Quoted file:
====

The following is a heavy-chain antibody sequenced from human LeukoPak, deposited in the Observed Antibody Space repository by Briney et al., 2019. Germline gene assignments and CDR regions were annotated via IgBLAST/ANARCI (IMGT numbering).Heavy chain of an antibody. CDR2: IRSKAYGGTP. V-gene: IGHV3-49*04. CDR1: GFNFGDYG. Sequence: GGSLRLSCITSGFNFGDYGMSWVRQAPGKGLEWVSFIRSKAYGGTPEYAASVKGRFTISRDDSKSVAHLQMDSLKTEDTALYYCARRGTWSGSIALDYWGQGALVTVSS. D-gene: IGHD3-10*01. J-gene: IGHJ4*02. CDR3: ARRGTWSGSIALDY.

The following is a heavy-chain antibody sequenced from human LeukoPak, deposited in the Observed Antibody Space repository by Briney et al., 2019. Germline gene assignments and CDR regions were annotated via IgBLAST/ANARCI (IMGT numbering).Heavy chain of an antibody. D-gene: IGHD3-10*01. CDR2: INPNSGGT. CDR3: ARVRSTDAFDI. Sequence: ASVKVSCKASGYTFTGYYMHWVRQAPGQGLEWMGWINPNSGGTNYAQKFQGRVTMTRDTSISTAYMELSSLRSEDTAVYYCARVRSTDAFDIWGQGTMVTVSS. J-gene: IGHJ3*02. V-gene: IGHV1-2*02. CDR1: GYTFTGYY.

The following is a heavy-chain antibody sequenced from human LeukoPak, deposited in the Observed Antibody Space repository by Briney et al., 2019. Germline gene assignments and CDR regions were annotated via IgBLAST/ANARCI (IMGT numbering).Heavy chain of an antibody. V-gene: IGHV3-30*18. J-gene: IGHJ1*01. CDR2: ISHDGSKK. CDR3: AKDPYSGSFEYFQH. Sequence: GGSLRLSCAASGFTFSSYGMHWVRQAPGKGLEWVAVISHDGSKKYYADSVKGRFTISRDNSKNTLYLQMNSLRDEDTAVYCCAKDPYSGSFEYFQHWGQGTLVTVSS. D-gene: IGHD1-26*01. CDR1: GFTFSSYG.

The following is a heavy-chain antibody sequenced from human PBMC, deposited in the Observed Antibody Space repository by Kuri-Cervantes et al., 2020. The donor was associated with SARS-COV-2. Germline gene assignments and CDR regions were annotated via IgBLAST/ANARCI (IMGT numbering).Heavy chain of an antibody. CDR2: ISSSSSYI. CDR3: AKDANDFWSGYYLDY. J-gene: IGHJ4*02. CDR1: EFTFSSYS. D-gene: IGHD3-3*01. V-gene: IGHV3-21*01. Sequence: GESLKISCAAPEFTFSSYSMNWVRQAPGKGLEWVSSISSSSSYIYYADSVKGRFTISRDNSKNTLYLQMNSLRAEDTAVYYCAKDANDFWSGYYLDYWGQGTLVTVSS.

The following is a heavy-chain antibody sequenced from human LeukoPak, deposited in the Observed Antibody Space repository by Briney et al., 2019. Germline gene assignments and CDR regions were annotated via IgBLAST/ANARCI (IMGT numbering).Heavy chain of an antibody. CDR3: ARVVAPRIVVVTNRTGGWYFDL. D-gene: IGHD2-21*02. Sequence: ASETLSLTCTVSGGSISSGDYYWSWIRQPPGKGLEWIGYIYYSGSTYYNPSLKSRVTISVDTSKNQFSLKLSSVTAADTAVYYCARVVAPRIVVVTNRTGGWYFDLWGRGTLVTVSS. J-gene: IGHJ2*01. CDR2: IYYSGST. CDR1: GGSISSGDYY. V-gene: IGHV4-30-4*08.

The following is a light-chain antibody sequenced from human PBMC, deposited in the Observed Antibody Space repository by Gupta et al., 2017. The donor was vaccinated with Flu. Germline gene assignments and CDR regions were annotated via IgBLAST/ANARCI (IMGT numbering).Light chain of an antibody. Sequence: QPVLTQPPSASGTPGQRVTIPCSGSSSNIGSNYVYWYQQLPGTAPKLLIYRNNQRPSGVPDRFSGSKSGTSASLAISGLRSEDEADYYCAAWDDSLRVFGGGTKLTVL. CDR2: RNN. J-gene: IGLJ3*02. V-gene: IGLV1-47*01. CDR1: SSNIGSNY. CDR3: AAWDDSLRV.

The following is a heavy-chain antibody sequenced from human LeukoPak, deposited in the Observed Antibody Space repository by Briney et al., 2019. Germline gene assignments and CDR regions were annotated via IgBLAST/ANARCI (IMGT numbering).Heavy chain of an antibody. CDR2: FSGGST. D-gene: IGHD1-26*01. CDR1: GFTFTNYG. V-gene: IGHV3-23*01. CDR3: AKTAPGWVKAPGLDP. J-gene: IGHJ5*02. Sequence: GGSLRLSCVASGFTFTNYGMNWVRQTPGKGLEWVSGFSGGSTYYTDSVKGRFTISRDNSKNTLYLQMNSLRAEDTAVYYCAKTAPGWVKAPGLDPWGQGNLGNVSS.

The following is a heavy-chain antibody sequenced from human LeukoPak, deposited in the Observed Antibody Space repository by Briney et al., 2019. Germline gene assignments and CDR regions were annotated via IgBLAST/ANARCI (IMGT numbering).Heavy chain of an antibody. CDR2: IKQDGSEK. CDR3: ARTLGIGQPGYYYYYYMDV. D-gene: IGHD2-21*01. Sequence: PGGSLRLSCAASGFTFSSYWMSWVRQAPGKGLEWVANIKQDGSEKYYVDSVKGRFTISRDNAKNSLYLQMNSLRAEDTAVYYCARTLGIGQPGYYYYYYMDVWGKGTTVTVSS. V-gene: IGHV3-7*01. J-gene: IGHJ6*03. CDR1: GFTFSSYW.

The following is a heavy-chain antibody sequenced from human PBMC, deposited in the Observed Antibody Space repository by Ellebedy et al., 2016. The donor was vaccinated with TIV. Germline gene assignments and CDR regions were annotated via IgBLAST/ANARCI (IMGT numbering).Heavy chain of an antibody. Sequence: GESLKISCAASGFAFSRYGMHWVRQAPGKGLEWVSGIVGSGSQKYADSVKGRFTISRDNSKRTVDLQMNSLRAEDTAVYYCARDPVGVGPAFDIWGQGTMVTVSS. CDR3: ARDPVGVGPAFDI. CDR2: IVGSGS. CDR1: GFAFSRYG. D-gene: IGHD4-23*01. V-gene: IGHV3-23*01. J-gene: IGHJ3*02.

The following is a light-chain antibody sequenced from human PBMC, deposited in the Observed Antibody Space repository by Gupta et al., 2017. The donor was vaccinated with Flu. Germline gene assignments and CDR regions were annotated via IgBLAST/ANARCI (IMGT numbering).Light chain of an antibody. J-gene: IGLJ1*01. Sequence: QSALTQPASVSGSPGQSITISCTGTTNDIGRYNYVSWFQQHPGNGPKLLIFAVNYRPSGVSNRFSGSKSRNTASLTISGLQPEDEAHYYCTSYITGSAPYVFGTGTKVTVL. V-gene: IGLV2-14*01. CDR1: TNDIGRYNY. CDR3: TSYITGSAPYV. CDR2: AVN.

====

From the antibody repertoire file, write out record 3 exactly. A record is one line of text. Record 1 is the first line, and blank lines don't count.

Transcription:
The following is a heavy-chain antibody sequenced from human LeukoPak, deposited in the Observed Antibody Space repository by Briney et al., 2019. Germline gene assignments and CDR regions were annotated via IgBLAST/ANARCI (IMGT numbering).Heavy chain of an antibody. V-gene: IGHV3-30*18. J-gene: IGHJ1*01. CDR2: ISHDGSKK. CDR3: AKDPYSGSFEYFQH. Sequence: GGSLRLSCAASGFTFSSYGMHWVRQAPGKGLEWVAVISHDGSKKYYADSVKGRFTISRDNSKNTLYLQMNSLRDEDTAVYCCAKDPYSGSFEYFQHWGQGTLVTVSS. D-gene: IGHD1-26*01. CDR1: GFTFSSYG.